Commuters face growing travel disruption: Signalmen and Tube staff threaten to intensify pay disputes. Barrie Clement reports

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AN AUTUMN of intensified rail disruption was threatened last night as union leaders called further strikes by signal workers and staff were urged to take industrial action on London Underground.

The executive of the RMT transport union ordered a 24-hour strike, by Railtrack signal staff on Thursday 8 September, to coincide with a debate on transport at the TUC's annual congress in Blackpool. In the absence of any talks on the productivity issue at the heart of the dispute, the union has scheduled a 48-hour stoppage beginning at noon next Tuesday.

The decision by the union to call a ballot of their members on London Underground follows a similar move by Aslef, the union representing Tube drivers. Both are protesting about an imposed 2 per cent pay deal, compared with 2.5 per cent accepted by most of their colleagues on the 'overground' network.

If London Underground workers vote yes, the unions have decided to co-ordinate stoppages. That would mean joint action between Railtrack's signal staff and Tube employees from the end of September. Voting among London Underground RMT members will end on 19 September.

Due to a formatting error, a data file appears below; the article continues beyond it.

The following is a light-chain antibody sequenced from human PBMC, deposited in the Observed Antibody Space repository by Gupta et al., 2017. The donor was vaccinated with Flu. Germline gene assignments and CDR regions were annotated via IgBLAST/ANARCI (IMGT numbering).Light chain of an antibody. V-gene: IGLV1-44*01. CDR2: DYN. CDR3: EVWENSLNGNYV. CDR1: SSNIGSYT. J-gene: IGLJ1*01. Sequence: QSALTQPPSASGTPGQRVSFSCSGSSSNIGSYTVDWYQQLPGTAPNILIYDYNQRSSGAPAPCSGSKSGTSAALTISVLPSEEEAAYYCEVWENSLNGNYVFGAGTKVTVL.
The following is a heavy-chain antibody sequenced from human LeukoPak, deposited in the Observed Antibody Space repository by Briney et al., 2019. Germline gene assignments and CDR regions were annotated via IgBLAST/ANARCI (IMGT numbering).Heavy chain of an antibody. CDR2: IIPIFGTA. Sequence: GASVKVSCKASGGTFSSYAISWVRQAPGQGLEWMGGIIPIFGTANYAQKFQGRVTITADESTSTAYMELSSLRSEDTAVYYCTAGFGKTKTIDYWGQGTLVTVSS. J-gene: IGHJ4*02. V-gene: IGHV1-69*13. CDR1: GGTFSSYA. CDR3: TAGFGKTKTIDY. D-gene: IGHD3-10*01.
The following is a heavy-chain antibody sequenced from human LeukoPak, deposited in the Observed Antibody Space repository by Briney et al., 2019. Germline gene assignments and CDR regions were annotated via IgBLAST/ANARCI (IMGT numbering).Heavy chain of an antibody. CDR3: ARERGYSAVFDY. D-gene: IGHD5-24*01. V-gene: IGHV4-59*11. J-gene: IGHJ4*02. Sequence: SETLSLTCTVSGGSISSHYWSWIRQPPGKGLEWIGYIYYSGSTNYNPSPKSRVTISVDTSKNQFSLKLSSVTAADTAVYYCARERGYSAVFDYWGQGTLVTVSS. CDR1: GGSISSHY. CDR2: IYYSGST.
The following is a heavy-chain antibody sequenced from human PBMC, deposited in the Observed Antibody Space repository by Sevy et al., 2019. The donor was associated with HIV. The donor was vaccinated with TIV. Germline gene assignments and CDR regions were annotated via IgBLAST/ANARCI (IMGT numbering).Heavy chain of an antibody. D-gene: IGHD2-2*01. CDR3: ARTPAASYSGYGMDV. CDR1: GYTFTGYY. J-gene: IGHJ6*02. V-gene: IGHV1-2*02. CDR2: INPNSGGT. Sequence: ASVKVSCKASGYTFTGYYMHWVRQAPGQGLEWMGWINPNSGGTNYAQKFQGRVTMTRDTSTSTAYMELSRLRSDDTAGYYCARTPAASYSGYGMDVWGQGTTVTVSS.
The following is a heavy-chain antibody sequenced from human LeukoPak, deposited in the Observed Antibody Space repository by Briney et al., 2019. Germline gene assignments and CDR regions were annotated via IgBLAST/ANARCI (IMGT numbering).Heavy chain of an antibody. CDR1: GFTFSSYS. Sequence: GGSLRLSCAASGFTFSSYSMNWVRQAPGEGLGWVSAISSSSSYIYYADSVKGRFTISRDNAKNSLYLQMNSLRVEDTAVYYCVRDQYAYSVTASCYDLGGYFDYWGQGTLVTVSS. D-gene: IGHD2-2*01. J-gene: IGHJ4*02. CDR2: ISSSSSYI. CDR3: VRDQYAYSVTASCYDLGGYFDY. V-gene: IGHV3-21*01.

Given the impasse between the RMT and Railtrack over signal workers' pay, travellers in the South-east could face a miserable winter, with overground and underground systems closed regularly.

London Underground, which carries 2.5 million passengers daily, has been forced by government policy to find savings of pounds 48m in 1995-96.

The company has refused to increase the 2 per cent pay rise and said it will back-date it to 1 April regardless. A spokesman has warned that any additional money would mean redundancies.

In a 70 per cent response, Tube train drivers have voted by 72 per cent to hold a strike ballot

Jimmy Knapp, leader of the RMT and president of the TUC, said that fresh action had been called after hearing reports from all regions that support had remained strong for the dispute. 'Railtrack are now under enormous pressure from train operating companies to bring the dispute to an end,' he claimed.

'Instead of wasting time, money and energy manufacturing false claims about the number of trains they are running, I suggest Railtrack put these efforts into negotiating on RMT's claim.'

Railtrack forecast that RMT members will continue to return to work next week during the strike and that nearly half the normal train services will be provided.